Former Chicago police Detective Dante Servin is asking to have any record of his criminal trial expunged, nearly six years to the day since he was charged in the 2012 shooting death of 22-year-old Rekia Boyd.
Servin, 51, was charged in 2013 with involuntary manslaughter but found not guilty at trial in 2015.
“I’m looking for closure,” Servin testified in court Thursday, “to put this behind me.”
Cook County Judge LeRoy Martin Jr. withheld judgment on that petition. He will announce his ruling at a hearing next Tuesday.
The request is being challenged by the Cook County State’s Attorney’s Office.
Servin was off duty on March 21, 2012 when he heard a report of a noise complaint and responded to Douglas Park on the city’s West Side. Boyd and three others were leaving that area when they crossed paths with Servin, who was sitting inside his vehicle in an alley near Albany Avenue and 15th Place.
Following a verbal altercation between the parties, Servin – who was still inside his vehicle – fired multiple shots over his left shoulder at the group, striking one man in the hand and Boyd in the back of the head, killing her.
Servin claimed he fired the shots in self-defense after a man pulled a gun from his waistband. No such firearm was ever recovered.
Local activist groups and Boyd’s family on Thursday spoke out against the expungement and argued the former detective should also be stripped of his Chicago Police Department pension.
“This is painful,” Boyd’s brother Martinez Sutton told reporters Thursday morning inside City Hall before Servin’s hearing. “First you let him go, now you paying him a reward for a good job done and then you’re about to expunge it from his record so he can possibly do it again.”
A year after the shooting, the city agreed to pay Boyd’s family $4.5 million as part of a wrongful death settlement.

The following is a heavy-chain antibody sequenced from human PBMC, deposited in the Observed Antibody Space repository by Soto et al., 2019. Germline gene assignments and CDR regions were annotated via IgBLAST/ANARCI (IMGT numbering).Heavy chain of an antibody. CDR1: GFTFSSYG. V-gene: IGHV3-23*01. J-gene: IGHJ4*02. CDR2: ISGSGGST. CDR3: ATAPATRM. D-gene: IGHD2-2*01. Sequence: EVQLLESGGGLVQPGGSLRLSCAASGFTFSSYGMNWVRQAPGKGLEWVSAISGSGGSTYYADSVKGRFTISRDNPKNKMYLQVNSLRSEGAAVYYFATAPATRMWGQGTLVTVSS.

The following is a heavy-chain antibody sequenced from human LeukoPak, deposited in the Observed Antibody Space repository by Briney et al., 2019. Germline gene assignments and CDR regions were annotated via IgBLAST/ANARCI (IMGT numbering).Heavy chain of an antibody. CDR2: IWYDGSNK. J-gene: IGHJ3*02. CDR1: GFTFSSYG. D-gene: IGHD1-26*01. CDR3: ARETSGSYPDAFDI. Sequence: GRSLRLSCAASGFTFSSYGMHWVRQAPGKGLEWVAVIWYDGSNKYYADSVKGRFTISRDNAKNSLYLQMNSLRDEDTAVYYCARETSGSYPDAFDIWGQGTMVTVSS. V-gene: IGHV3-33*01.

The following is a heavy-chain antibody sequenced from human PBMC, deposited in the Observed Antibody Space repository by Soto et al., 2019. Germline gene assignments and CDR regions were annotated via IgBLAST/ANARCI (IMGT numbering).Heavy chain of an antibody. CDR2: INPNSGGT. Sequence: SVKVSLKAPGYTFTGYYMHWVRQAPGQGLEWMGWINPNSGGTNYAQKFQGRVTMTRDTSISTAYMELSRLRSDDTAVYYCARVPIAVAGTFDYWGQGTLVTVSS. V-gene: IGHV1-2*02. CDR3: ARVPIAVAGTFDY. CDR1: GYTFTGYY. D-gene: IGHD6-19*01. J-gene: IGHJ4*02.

Servin was charged in November 2013 with involuntary manslaughter, reckless discharge of a firearm and reckless conduct stemming from the shooting. But Cook County Judge Dennis Porter abruptly ended Servin’s bench trial in April 2015 with a directed finding of not guilty.
Porter ruled that Servin had not “recklessly” pointed or discharged his weapon; rather those were intentional acts that should have been charged as first-degree murder rather than involuntary manslaughter.
The judge could not convict Servin of a charge greater than the one he was facing, and because the evidence presented did not fit the involuntary manslaughter charge, Porter found the detective not guilty.
“The absence of any evidence of reckless conduct renders it unnecessary for this court to consider whether the defendant was justified in his actions,” Porter wrote in his ruling. “Indeed, it would be improper to permit the trial to continue given the total failure of proof on the issue of recklessness.”
Martin granted a petition similar to Servin’s last month when he expunged the criminal record of another former CPD detective, David March, who was charged with covering up the 2014 murder of Laquan McDonald by Officer Jason Van Dyke. Like Servin, March and two others were also acquitted on all charges in a bench trial.
But Martin appeared uneasy with making a rush judgment after an hourlong hearing Thursday, saying he wanted more time to review the transcript of Porter’s ruling. Martin specifically noted that just because Servin was found not guilty at trial, that doesn’t make him innocent and doesn’t by itself entitle him to an expungement.
Legal experts have argued Servin was undercharged by Cook County prosecutors, but still called his acquittal a “miscarriage of justice.”
But in May 2016, just days before a scheduled hearing with the Chicago Police Board to determine his fate, Servin resigned from the police department. In doing so, he was able to maintain his police pension.
“I resigned under extreme duress against my wishes,” he said Thursday, adding that being an officer was his childhood dream. “I never imagined that scenario unfolding.”
Servin testified he’s been diagnosed with PTSD after the shooting and has dealt with depression and anxiety. Asked why he was seeking an expungement, he said he’s unemployed and wants to get this “negative blemish” off his record as he continues searching for a job.
Assistant State’s Attorney Christa Bowden argued the public and any future employers have a right to know about the case.
Servin’s attorney Matt Fakhoury called multiple character witnesses Thursday, who testified that Servin was a model officer and person who has never been arrested or charged for any other crime in his life. Servin also said Thursday he’d never fired his weapon at any other point in his 25-year career.
But Sutton, Boyd’s brother, called Servin’s push for an expungement a “terrible slap in the face” to the family.
“I feel like they believe it’s a game, a big joke and they waiting for the families to be silent,” he said. “Even if I was silent, Rekia’s death has planted so many seeds that you’re gonna hear voices forever from all over.”